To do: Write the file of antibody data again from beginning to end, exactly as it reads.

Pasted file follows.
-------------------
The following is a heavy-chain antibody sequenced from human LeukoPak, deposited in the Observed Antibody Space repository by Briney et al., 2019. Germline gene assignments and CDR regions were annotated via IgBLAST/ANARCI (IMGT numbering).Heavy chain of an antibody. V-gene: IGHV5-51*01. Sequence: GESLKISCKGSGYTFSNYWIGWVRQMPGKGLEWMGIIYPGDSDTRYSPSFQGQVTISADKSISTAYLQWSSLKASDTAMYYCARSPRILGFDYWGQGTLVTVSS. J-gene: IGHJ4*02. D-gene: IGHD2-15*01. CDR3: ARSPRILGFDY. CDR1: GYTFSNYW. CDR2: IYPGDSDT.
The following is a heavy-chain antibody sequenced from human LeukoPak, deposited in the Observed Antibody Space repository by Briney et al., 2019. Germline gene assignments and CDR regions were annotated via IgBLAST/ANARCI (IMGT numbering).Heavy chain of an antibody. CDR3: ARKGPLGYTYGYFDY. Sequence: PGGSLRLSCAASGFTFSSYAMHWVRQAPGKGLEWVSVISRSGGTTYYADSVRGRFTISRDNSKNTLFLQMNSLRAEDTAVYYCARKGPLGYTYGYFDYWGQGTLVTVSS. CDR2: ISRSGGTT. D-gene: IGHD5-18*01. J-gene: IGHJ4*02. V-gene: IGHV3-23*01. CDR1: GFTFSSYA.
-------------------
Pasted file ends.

The following is a heavy-chain antibody sequenced from human LeukoPak, deposited in the Observed Antibody Space repository by Briney et al., 2019. Germline gene assignments and CDR regions were annotated via IgBLAST/ANARCI (IMGT numbering).Heavy chain of an antibody. V-gene: IGHV5-51*01. Sequence: GESLKISCKGSGYTFSNYWIGWVRQMPGKGLEWMGIIYPGDSDTRYSPSFQGQVTISADKSISTAYLQWSSLKASDTAMYYCARSPRILGFDYWGQGTLVTVSS. J-gene: IGHJ4*02. D-gene: IGHD2-15*01. CDR3: ARSPRILGFDY. CDR1: GYTFSNYW. CDR2: IYPGDSDT.
The following is a heavy-chain antibody sequenced from human LeukoPak, deposited in the Observed Antibody Space repository by Briney et al., 2019. Germline gene assignments and CDR regions were annotated via IgBLAST/ANARCI (IMGT numbering).Heavy chain of an antibody. CDR3: ARKGPLGYTYGYFDY. Sequence: PGGSLRLSCAASGFTFSSYAMHWVRQAPGKGLEWVSVISRSGGTTYYADSVRGRFTISRDNSKNTLFLQMNSLRAEDTAVYYCARKGPLGYTYGYFDYWGQGTLVTVSS. CDR2: ISRSGGTT. D-gene: IGHD5-18*01. J-gene: IGHJ4*02. V-gene: IGHV3-23*01. CDR1: GFTFSSYA.